The collapse of Swiss bank secrecy, the IRS settlement with UBS, the criminal investigation of HSBC and the related IRS voluntary disclosure program all have put foreign bank accounts in the spotlight. Tens of thousands, if not hundreds of thousands, of U.S. taxpayers have foreign bank accounts. Some of those taxpayers opened their foreign bank account in order to hide money or the earnings in the account from the IRS.
However, the majority of taxpayers with foreign bank accounts never intended to hide their foreign accounts from the IRS. Some just inherited the foreign account from a relative who lived abroad at some point in their lives. Other taxpayers lived abroad themselves and opened a bank account in a foreign country as a matter of convenience or necessity. Still other U.S. taxpayers with foreign accounts never even lived in the United States but are U.S. citizens, and therefore are subject to U.S. reporting requirements, simply because one or both of their parents were U.S. citizens.

Regardless of why the foreign account was created or acquired, any U.S. person with an interest in, or signatory authority over, a foreign financial account must file a Report of Foreign Bank Accounts (FBAR) with the United States Treasury Department. The IRS recently has stepped up enforcement against taxpayers who fail to file FBARs. The basic penalty for a simple, non-willful failure to file a FBAR is $10,000 per year for 2005 and later years. (Prior to 2005, there was no penalty at all for non-willful violations.) However, if the IRS can prove that the taxpayer willfully failed to file a FBAR, or willfully filed a false FBAR, the penalties are much higher. The taxpayer can be subject to criminal prosecution and, for 2005 and later years, the IRS can impose crippling civil penalties of up to 50% of the highest balance in the foreign account for each year that the violation continues. (Prior to 2005, the penalty for a willful violation was capped at $100,000 per year.)

If the IRS catches a taxpayer who failed to file a FBAR, the IRS will either refer the case for prosecution or attempt to assert a penalty based on some percentage of the highest balance in the foreign account. In fact, even taxpayers who approach the IRS and voluntarily disclose the existence of their foreign account will be charged a penalty based on a percentage of the highest balance in the foreign account. Taxpayers who voluntarily disclosed their foreign account prior to October 15, 2009 are being charged a 20% penalty. Taxpayers who make a voluntary disclosure after October 15, 2009 are still being accepted into the voluntary disclosure program, but they will be charged a penalty of at least 20%, and probably more, of the highest balance in the foreign account.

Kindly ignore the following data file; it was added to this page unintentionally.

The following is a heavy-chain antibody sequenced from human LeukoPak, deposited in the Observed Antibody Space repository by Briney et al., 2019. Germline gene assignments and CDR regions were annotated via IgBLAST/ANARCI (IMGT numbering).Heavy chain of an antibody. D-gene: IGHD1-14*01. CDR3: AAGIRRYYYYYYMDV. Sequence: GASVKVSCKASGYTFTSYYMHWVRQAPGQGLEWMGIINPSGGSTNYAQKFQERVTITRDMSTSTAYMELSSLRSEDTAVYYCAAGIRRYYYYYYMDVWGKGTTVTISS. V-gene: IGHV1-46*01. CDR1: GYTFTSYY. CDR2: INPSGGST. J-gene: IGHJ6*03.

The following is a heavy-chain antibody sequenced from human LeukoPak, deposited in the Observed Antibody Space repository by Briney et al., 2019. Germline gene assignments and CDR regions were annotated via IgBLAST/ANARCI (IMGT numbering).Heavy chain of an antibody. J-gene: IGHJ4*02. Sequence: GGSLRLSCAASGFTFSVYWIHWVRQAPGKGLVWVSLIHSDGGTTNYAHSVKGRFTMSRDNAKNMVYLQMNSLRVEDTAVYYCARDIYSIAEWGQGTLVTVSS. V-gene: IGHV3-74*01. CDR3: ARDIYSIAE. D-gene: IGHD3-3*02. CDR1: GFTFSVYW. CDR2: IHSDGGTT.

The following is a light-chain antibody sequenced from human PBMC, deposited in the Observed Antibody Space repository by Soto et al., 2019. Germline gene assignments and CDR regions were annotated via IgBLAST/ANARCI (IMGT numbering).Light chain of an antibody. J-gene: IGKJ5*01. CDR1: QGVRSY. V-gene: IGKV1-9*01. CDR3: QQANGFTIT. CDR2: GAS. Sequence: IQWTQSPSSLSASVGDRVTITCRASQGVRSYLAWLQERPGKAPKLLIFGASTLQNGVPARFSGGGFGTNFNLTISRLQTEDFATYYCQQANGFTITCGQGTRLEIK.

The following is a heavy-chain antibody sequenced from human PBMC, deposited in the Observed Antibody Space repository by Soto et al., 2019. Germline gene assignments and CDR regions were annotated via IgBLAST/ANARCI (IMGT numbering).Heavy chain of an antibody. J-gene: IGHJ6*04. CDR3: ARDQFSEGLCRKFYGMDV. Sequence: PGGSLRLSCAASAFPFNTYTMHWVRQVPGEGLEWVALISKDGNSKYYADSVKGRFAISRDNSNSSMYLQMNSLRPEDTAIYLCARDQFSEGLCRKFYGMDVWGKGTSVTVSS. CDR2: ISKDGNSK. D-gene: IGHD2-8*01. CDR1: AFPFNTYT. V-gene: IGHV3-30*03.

Any penalty that is based on a percentage of the balance in the foreign account is premised on the idea that the FBAR violation was willful, and therefore, the IRS could take up to 50% of the balance in the account for each year of the violation. However, if the FBAR violation was not willful, then the penalty would be limited to $10,000 per year, and it would not be possible to charge a penalty based on a percentage of the balance in the account. Even taxpayers who have entered the voluntary disclosure program can opt out of the program and contest the willfulness penalty that is imposed as part of the program. Thus, when advising a client regarding his or her exposure to FBAR penalties, it is essential to determine whether the failure to file the FBAR was willful.